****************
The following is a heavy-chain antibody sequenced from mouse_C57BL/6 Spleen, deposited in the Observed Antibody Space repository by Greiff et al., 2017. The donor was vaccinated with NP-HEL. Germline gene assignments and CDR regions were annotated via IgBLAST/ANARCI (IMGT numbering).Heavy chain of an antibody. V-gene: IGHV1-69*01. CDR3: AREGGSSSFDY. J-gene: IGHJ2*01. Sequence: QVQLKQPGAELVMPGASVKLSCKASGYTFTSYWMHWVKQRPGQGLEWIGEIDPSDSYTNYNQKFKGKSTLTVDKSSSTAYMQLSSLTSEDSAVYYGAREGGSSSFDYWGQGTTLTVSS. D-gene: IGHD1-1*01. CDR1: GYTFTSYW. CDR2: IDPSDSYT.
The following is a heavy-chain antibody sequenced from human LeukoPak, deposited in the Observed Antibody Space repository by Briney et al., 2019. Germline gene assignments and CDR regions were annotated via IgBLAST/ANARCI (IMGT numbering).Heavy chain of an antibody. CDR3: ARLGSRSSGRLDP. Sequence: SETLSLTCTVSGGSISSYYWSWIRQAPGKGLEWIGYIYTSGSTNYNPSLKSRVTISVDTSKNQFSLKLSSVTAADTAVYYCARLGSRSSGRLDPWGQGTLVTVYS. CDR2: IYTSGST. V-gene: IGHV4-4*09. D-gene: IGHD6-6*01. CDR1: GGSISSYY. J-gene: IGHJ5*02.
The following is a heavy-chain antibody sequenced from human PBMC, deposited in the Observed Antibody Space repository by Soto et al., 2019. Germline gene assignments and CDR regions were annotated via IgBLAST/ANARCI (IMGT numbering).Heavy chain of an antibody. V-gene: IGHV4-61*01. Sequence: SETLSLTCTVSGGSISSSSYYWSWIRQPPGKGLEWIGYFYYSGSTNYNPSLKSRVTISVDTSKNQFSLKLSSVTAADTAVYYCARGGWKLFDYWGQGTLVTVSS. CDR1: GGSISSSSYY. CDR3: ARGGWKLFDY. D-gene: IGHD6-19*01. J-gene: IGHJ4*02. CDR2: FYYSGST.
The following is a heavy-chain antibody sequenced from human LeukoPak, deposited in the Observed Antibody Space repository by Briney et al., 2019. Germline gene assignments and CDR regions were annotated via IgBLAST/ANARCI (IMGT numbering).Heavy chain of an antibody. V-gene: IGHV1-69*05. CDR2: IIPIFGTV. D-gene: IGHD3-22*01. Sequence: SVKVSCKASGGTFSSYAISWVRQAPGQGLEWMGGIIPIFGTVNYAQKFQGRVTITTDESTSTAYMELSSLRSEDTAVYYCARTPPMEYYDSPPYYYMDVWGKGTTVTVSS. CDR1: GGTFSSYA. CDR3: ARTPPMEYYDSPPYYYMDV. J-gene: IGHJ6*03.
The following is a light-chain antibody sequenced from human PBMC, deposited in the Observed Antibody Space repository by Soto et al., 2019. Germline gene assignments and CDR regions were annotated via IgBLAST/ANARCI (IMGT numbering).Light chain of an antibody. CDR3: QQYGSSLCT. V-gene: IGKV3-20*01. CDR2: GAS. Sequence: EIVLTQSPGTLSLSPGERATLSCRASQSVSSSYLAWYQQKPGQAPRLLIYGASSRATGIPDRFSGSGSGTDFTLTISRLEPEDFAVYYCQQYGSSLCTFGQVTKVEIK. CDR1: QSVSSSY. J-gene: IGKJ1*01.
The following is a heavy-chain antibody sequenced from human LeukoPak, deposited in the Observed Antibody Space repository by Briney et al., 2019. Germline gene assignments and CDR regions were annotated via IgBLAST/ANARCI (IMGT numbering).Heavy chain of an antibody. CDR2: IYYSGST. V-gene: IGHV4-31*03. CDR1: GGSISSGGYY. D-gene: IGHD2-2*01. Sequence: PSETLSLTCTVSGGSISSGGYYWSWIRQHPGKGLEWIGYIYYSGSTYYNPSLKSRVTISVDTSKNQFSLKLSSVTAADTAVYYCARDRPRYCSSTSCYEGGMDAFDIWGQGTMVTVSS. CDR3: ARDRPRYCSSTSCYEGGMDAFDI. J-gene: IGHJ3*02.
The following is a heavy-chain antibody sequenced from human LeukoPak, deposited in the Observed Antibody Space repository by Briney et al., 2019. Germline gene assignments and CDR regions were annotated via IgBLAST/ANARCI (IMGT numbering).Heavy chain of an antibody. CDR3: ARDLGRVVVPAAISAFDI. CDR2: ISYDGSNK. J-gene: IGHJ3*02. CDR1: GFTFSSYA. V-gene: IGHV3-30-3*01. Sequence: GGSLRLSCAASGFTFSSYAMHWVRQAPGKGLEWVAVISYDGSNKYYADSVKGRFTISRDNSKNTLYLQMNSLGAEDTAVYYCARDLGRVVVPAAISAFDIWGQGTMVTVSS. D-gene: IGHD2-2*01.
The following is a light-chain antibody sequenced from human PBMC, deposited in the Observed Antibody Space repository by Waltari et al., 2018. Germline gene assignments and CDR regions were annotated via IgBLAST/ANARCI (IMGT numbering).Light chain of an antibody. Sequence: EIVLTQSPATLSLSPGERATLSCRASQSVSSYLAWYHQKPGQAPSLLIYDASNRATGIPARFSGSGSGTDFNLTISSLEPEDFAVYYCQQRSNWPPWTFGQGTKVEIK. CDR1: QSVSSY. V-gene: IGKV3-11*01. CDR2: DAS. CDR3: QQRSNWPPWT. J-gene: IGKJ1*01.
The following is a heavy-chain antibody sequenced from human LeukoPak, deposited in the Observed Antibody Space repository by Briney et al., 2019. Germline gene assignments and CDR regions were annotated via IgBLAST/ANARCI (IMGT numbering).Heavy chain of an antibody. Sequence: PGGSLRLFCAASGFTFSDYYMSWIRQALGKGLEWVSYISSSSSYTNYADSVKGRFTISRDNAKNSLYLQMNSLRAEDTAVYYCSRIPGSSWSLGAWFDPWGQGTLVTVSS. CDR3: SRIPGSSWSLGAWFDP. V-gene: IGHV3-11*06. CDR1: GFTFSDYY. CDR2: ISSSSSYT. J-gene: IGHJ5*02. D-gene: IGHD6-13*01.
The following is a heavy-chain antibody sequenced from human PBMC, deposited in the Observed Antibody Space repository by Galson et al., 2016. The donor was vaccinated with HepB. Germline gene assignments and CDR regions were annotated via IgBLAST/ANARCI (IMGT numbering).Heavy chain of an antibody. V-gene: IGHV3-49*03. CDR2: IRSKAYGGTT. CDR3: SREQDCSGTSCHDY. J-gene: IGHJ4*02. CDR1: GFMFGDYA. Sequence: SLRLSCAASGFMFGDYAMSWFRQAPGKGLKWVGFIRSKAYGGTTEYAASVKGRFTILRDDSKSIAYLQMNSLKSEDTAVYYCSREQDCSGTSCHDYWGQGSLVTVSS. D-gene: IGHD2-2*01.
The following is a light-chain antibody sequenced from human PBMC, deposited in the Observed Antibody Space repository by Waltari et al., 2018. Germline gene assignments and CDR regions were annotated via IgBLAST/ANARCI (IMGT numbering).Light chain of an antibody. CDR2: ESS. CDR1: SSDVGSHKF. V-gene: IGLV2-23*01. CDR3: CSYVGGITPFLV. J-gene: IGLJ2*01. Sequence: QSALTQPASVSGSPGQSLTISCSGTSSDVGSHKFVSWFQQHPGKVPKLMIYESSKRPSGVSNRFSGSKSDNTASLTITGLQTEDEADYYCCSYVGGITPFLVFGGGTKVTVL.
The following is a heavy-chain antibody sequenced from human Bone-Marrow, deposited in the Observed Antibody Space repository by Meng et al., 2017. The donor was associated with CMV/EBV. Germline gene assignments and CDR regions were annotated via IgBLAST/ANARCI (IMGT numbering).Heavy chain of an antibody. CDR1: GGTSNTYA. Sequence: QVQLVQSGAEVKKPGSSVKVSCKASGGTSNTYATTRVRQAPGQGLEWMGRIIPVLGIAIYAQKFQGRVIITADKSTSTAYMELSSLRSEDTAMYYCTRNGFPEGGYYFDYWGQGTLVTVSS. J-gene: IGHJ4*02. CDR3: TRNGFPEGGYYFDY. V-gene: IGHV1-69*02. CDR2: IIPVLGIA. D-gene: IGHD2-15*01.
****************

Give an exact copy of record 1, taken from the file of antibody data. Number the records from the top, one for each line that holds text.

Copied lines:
The following is a heavy-chain antibody sequenced from mouse_C57BL/6 Spleen, deposited in the Observed Antibody Space repository by Greiff et al., 2017. The donor was vaccinated with NP-HEL. Germline gene assignments and CDR regions were annotated via IgBLAST/ANARCI (IMGT numbering).Heavy chain of an antibody. V-gene: IGHV1-69*01. CDR3: AREGGSSSFDY. J-gene: IGHJ2*01. Sequence: QVQLKQPGAELVMPGASVKLSCKASGYTFTSYWMHWVKQRPGQGLEWIGEIDPSDSYTNYNQKFKGKSTLTVDKSSSTAYMQLSSLTSEDSAVYYGAREGGSSSFDYWGQGTTLTVSS. D-gene: IGHD1-1*01. CDR1: GYTFTSYW. CDR2: IDPSDSYT.